Wednesday, October 25, 2017

Simulating PFRs for flow chemistry under transient upset conditions

Readers of this blog will be aware of our RTD utility that helps characterize continuous manufacturing (CM) equipment trains and also simulate the impact of process disturbances, in the absence of chemical reactions.  Pharma CM processes typically have several layers of controls to help ensure that off-spec material is diverted when necessary and as far as possible that disturbances are minimized and detected early. 

For regulatory filings or other purposes, from time to time it may be necessary to simulate transient/ upset conditions in chemically reacting systems (e.g. making drug substance intermediates or final API) to understand the additional chemical effects and to define boundaries for acceptable levels of input variation.  We have been exploring such cases and the most effective way to model them in DynoChem.  Some interesting DC Simulator plots are shown below to illustrate when and for how long such upsets might affect the exit CQA (blue) and impurity level (green) from an example PFR (average residence time 30 minutes) with a ‘typical’ side-reaction. 

Simulation of plug flow reactor with significant and frequent fluctuations in four input variables. These unusually large variations if left unchecked would lead  in this example to a breach of the CQA limit (high impurity) twice during a 3 hour operating period. 

Simulation of plug flow reactor with a feed pump failure at 90 minutes, lasting for 30 minutes.  In addition to reducing  product output, depending on which feed pump fails, this may lead to a temporary increase in impurity level until the feed is restored.

Tuesday, October 3, 2017

DOE has "virtually no role at all" in Lyophilization

We've been working away for a little while now with a group of customers to develop improved models for Lyophilization.  The fruits of these labours are available as the current Lyo model in DynoChem Resources.  This handles multi-component (e.g. water, acetic acid) freezing (rate-based approach to SLE) and sublimation (rate-based approach to SVE), with pressure-dependent heat transfer, radiation and a sublimation rate that depends on the thickness of the dry product layer.  You can obtain a predictive model for your system using this template and a few key experiments.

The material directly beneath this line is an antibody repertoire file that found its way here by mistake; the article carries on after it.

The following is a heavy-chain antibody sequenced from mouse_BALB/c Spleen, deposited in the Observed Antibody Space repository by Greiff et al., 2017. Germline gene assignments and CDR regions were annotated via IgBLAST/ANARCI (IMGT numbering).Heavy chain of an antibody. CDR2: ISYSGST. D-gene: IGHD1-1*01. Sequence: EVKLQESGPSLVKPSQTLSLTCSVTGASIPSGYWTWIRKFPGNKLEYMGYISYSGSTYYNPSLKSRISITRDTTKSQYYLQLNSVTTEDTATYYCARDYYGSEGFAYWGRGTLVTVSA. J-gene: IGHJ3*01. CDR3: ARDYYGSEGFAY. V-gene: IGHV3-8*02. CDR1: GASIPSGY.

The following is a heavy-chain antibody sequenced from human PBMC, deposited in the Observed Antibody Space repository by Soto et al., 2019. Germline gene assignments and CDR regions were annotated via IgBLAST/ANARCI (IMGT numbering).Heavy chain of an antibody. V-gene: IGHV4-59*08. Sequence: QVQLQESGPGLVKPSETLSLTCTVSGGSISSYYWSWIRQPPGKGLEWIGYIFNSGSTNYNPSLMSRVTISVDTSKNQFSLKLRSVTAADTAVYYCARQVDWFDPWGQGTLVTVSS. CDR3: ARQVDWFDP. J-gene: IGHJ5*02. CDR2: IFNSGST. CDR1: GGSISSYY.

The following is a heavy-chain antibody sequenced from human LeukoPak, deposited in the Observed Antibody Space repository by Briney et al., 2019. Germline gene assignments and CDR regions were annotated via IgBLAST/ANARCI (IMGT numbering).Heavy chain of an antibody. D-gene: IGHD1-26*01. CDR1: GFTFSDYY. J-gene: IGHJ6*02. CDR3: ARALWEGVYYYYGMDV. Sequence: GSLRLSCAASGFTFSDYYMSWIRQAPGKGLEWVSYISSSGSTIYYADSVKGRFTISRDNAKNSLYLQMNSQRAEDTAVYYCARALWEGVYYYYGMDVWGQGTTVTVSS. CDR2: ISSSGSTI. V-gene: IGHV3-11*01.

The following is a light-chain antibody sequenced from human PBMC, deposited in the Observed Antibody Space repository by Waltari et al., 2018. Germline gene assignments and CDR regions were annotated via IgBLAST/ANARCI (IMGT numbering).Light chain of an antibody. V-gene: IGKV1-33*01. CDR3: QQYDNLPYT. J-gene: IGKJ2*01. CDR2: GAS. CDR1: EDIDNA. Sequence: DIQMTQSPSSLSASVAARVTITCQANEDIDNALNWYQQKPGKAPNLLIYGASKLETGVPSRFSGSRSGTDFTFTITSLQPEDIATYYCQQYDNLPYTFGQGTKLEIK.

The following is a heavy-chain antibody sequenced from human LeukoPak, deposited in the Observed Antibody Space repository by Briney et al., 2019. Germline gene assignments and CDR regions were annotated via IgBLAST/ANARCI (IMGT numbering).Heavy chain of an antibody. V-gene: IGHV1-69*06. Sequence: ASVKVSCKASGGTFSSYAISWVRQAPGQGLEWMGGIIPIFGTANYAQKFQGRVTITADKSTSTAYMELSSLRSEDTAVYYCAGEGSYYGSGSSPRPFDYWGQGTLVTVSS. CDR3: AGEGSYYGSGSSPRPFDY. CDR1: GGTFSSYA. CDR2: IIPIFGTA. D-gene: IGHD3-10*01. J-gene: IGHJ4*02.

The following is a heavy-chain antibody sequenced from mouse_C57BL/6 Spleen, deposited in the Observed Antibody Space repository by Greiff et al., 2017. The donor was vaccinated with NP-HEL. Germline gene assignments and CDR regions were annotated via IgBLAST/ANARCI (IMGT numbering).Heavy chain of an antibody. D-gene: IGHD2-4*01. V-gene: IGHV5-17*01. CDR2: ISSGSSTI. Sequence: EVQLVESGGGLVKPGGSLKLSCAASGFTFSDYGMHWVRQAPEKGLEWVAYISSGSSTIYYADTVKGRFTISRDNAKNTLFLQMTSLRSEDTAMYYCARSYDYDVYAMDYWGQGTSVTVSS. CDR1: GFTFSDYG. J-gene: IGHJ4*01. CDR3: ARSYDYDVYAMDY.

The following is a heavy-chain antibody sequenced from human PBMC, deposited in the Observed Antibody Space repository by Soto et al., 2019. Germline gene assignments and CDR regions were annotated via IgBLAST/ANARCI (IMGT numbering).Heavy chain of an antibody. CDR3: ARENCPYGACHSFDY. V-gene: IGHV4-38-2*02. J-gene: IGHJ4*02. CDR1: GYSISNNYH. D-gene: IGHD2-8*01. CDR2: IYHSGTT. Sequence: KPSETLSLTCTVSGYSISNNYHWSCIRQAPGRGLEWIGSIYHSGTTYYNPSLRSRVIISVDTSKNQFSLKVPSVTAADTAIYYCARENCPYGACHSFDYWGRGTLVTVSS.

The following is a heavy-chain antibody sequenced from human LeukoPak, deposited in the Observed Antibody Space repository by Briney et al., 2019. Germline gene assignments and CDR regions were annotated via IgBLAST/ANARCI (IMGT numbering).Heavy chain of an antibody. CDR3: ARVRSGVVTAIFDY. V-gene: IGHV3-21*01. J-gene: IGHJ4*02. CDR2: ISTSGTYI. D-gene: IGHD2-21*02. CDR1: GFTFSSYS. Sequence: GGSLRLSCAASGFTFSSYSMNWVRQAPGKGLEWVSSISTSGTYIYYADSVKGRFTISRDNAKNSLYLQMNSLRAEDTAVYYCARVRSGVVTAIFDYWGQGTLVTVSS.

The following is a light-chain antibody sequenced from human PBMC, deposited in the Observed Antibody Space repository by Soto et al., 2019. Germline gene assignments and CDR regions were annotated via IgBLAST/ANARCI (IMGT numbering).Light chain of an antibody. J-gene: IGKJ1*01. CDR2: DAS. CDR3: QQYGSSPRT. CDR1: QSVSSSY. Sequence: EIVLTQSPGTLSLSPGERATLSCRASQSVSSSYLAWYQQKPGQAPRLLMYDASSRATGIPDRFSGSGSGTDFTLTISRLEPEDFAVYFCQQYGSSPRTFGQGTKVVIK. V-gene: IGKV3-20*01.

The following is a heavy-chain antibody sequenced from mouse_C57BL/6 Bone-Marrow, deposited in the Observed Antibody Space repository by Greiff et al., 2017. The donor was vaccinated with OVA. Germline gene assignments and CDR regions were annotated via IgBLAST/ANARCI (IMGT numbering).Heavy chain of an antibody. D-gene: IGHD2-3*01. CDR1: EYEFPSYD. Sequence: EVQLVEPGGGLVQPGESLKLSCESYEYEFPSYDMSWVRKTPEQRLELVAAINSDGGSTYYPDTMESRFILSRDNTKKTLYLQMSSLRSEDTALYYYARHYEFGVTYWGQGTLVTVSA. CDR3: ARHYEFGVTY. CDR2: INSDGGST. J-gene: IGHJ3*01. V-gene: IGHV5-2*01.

In researching the field while putting this model together, among Mike Pikal's excellent writings we found this useful presentation from a meeting in Bologna, 2012 [The Scientific Basis of QbD: Developing a Scientifically Sound Formulation and Optimizing the Lyophilization Process] and our favourite slide from the deck is reproduced below.

We are used to delivering this message in the context of characterizing, optimizing and scaling other unit operations (e.g. reactions, crystallization) and it is no surprise to see that the same principles hold for Lyo.

Download the model to simulate Lyophilization, fit parameters, predict scale-up and optimize. Download the full slide deck for a good introduction to Lyo.

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